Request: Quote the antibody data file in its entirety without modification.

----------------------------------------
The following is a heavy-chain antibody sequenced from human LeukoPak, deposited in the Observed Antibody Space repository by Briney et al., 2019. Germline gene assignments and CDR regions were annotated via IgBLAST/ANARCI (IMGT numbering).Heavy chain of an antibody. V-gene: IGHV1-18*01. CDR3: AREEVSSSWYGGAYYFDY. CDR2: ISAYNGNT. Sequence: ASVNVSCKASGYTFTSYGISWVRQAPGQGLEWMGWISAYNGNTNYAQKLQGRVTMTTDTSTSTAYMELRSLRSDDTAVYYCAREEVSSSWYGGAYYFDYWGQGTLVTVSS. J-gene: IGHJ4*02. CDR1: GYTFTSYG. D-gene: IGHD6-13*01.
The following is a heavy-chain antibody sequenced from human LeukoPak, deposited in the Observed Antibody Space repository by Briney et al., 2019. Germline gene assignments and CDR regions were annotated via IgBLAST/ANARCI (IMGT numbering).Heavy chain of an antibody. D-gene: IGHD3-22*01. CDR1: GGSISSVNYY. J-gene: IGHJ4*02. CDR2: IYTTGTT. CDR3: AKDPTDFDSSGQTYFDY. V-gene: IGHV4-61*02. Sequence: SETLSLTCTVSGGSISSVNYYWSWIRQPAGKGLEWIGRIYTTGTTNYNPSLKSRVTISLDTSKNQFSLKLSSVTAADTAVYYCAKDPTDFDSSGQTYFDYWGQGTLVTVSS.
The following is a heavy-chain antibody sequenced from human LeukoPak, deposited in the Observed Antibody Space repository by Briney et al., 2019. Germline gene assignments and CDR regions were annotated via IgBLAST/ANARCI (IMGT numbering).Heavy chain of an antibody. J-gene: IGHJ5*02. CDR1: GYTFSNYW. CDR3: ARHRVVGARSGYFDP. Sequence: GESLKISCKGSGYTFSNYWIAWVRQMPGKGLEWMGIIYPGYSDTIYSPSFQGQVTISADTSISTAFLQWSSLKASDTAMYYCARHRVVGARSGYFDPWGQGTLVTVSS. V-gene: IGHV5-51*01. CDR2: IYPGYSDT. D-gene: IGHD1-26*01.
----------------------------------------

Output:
The following is a heavy-chain antibody sequenced from human LeukoPak, deposited in the Observed Antibody Space repository by Briney et al., 2019. Germline gene assignments and CDR regions were annotated via IgBLAST/ANARCI (IMGT numbering).Heavy chain of an antibody. V-gene: IGHV1-18*01. CDR3: AREEVSSSWYGGAYYFDY. CDR2: ISAYNGNT. Sequence: ASVNVSCKASGYTFTSYGISWVRQAPGQGLEWMGWISAYNGNTNYAQKLQGRVTMTTDTSTSTAYMELRSLRSDDTAVYYCAREEVSSSWYGGAYYFDYWGQGTLVTVSS. J-gene: IGHJ4*02. CDR1: GYTFTSYG. D-gene: IGHD6-13*01.
The following is a heavy-chain antibody sequenced from human LeukoPak, deposited in the Observed Antibody Space repository by Briney et al., 2019. Germline gene assignments and CDR regions were annotated via IgBLAST/ANARCI (IMGT numbering).Heavy chain of an antibody. D-gene: IGHD3-22*01. CDR1: GGSISSVNYY. J-gene: IGHJ4*02. CDR2: IYTTGTT. CDR3: AKDPTDFDSSGQTYFDY. V-gene: IGHV4-61*02. Sequence: SETLSLTCTVSGGSISSVNYYWSWIRQPAGKGLEWIGRIYTTGTTNYNPSLKSRVTISLDTSKNQFSLKLSSVTAADTAVYYCAKDPTDFDSSGQTYFDYWGQGTLVTVSS.
The following is a heavy-chain antibody sequenced from human LeukoPak, deposited in the Observed Antibody Space repository by Briney et al., 2019. Germline gene assignments and CDR regions were annotated via IgBLAST/ANARCI (IMGT numbering).Heavy chain of an antibody. J-gene: IGHJ5*02. CDR1: GYTFSNYW. CDR3: ARHRVVGARSGYFDP. Sequence: GESLKISCKGSGYTFSNYWIAWVRQMPGKGLEWMGIIYPGYSDTIYSPSFQGQVTISADTSISTAFLQWSSLKASDTAMYYCARHRVVGARSGYFDPWGQGTLVTVSS. V-gene: IGHV5-51*01. CDR2: IYPGYSDT. D-gene: IGHD1-26*01.